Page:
The article mentions that the tax is being collected in some areas and not in others. This implies that some areas are all paying the tax efficiently, which is nonsense. I have talked to people who live in my building, who have not paid a dirham since they moved in in 2007.

I have paid 34,992Dhs to the municipality since 2007. That’s nearly $10,000. Some people in the same building have paid nothing. The whole situation is idiotic.

Outside of where I live, some friends pay and some don’t.

I don’t understand how the municipality can let this situation occur – leaving aside the fairness of the tax, they are forfeiting millions of dirhams in revenue!

The latest requests to get people to sign up make no sense either. You either sign up now and start paying up. Or, you can just wait until the municipality sign you up and start paying what might be an incorrect sum – something you can easily rectify anyway. Where is the incentive?

The news article is littered with ‘probably’ and ‘let’s say’, so it seems there is no will to sort things out anytime soon.

I am a psychopath…


…according to The Guardian.

The spirit of Johann Hari’s ‘tell it like it is’ approach to Dubai lives on in this article. To be fair, Tanya did spend longer than Germaine Greer, who famously was able to sum up Dubai after going on the Big Bus Tour during a holiday. Ms Gold seems to have gone shopping there for a couple of days, a couple of years ago.

Just out of interest, where are you allowed to go on holiday, if you are a Guardian reader? Surely the whole world is off limits?

Scandinavia strikes me as being just about the only place that would be possible to visit with a clear conscience.

Surely even living in the UK means you are complicit with a host of evil activities.

One year on


My mother died a year ago today.

My sister is in Oman, I was flying to Barcelona and my father was in London. We were all thinking of her in our own separate ways.

Here’s a photo from what must be 1977, in Richmond Park, when she was thirty eight, my sister not yet one and I was nearly four years old. My father is obviously behind the camera.


This will be fun


I have cracked the bath – by standing up in it.

It seems that whoever fitted the bath did not install the necessary support.

It also seems that whichever enlightened ‘consultant’ designed the bathrooms thought it’d be a good idea to embed bathtubs into their surroundings, so the only way they can be replaced is by smashing the tiling around them.

The tiles are no longer available on the market. Naturally no-one keeps any spares for a development of several hundred apartments.

There was one glimmer of light amongst the general darkness. After half an hour of arguing I managed to get the ‘call out charge’ waived by the people who came to give me a quote for all the fixing fixing that this will involve. It took a while, but eventually they agreed that it was a bit silly to expect me to pay them for a quotation.

The work will involve four days of men tramping around, smashing things up.

In other news, the AC supplier used for the entire development has no local distributor – and doesn’t provide any kind of warranty on the equipment they sell. This means that the clunky whirring sound currently filling the living room after a new motor was fitted is going to be with us for a while, as it’s very difficult to get anyone to take the clearly sub-standard motor back and fit one which works as silently as the one it replaced.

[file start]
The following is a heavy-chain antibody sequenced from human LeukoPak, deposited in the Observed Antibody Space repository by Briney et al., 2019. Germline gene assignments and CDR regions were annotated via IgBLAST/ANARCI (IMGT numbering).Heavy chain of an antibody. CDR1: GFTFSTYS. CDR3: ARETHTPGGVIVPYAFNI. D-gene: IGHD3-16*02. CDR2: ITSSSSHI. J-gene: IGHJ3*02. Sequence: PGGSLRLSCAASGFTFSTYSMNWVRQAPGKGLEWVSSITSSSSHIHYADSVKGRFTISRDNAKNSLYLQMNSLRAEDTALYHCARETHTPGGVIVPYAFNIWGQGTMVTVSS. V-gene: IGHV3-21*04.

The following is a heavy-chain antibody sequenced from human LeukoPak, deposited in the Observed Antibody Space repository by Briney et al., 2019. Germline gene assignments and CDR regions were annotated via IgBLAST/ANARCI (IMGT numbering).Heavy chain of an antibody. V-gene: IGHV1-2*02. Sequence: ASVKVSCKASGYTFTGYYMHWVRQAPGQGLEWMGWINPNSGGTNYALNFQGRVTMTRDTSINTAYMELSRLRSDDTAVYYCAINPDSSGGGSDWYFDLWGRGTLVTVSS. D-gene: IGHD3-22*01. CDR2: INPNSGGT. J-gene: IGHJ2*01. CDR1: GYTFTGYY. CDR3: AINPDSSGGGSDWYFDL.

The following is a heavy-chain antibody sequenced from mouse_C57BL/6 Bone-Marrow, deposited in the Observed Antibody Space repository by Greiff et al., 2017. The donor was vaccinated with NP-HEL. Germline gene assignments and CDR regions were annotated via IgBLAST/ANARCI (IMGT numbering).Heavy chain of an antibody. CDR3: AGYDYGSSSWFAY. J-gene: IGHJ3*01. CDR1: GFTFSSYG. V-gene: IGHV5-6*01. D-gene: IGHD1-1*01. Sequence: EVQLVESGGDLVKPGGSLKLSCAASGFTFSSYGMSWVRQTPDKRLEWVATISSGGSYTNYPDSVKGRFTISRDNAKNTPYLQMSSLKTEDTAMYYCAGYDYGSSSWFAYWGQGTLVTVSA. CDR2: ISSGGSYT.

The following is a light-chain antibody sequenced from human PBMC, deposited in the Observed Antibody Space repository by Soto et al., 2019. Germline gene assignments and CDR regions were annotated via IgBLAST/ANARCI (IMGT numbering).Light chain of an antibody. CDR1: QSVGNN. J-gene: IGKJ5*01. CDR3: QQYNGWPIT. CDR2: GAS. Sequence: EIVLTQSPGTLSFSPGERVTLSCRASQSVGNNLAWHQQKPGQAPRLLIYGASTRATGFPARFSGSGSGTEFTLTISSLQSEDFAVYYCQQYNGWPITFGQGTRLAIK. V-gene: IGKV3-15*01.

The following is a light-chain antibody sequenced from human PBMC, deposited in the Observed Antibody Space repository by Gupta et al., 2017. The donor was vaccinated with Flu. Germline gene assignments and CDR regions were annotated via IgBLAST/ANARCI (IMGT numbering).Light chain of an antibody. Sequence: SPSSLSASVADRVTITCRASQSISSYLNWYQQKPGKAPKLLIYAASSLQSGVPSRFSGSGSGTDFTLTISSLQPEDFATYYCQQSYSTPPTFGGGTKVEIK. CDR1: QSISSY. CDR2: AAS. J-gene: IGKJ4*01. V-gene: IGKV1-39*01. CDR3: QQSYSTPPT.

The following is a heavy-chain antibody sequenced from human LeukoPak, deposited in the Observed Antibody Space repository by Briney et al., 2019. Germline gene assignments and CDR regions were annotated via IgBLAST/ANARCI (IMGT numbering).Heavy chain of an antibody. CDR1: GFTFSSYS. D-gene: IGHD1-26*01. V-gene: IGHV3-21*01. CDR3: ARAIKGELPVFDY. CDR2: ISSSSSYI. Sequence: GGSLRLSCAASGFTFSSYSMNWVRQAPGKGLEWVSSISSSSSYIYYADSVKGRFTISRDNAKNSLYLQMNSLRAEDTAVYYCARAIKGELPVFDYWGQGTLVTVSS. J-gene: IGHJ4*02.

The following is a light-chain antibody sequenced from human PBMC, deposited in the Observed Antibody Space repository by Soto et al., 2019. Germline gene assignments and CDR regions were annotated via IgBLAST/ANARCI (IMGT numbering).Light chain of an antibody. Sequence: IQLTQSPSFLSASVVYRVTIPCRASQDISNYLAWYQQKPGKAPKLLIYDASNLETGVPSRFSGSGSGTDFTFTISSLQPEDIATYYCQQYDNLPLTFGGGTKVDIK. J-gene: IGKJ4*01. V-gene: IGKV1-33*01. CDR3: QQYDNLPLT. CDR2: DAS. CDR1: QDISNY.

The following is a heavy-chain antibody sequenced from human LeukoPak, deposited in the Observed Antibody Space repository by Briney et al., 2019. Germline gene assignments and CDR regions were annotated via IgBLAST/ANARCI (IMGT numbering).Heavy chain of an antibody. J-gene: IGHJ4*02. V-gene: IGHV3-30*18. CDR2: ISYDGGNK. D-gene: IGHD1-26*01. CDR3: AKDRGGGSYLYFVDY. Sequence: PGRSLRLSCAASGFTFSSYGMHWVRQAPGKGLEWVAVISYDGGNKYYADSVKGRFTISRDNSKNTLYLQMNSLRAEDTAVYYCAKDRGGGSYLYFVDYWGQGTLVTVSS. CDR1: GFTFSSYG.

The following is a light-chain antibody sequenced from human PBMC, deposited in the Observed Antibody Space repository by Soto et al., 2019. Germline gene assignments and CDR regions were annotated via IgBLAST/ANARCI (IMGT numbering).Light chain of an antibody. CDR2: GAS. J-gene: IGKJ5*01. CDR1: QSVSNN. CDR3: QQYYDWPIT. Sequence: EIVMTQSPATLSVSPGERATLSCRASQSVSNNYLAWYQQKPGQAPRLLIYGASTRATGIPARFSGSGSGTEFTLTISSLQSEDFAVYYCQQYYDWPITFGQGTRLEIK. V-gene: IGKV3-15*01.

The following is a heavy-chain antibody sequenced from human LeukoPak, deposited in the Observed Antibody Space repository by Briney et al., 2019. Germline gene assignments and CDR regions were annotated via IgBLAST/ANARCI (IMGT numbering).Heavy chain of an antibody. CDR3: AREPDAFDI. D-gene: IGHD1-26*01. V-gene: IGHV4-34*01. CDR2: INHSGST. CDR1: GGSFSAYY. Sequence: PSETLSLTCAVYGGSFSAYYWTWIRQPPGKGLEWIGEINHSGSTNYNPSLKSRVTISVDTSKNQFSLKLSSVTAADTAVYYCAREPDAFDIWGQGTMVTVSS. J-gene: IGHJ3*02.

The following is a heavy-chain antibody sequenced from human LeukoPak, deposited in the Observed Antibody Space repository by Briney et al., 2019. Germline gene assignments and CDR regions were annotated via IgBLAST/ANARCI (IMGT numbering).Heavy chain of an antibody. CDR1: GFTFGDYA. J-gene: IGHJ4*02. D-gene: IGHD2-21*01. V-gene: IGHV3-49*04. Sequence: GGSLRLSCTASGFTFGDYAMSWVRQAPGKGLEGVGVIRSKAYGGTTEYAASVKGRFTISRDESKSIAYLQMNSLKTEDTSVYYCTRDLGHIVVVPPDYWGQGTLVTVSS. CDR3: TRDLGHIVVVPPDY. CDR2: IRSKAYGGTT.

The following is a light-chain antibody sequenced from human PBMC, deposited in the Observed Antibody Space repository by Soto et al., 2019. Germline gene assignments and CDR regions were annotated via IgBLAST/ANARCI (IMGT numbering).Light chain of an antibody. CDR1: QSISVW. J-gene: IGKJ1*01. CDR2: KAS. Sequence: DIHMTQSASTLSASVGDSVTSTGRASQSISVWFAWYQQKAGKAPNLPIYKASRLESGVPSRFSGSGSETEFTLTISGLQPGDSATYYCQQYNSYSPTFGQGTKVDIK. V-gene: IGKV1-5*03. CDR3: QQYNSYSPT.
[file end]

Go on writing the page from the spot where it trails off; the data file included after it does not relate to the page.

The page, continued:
Visa frustrations


If there’s anything that will put me off a holiday destination, it’s having to get a visa arranged up front in order to go there.

Mrs Saul and I are going to Goa for the Eid holiday, which requires an Indian visa to be applied for in advance. Frustrating*.

To be fair, the visa service was very efficient. I hired someone to hand in our passports on Sunday morning and they were delivered to me today, Tuesday, at 1030.

Whilst I am pleased with the speed at which everything was processed, the whole situation baffles me.

I asked for a one year multiple entry visa. I was given a six month multiple entry visa. Why? What’s the likelihood of my going twice in six months? What’s wrong with a yearly visa? Why do I have to fill my passport with pages of Indian visas, effectively one for each likely visit?

India wants people to visit on holiday – so why make the process difficult?

If an in depth security check were being done, it wouldn’t have taken a day to process our passports, so that can’t be the reason. Why not just charge for a visa on arrival? If the person applying looks dodgy, process them at the airport and deport them if need be.

If it’s about money, charge whatever you want.

This seems like a pointless piece of bureaucracy designed to put off the very tourists the country wants to encourage in the first place.

* Yes I know it can be a rigmarole to get a British visa. My understanding though is that the process is, at least, pretty efficient and that once you get a visa it is usually for a four year period. Feel free to correct me.

Good advice for Beirut


I’m in Beirut this week.

Google Maps gave me some good advice for walking from my hotel to another hotel –

‘Use caution – This route may be missing sidewalks or pedestrian paths.’

Wise words.

There was a bomb scare in the office I visited, Lebanese-style. Apparently there was some kind of threat or suspicion of a bomb in the UN office three floors up. Noone thought to tell anyone else in the building though, so we found out later that there had been a bomb scare but no bomb after all, so it was lucky we hadn’t wasted time evacuating. Much laughter all round.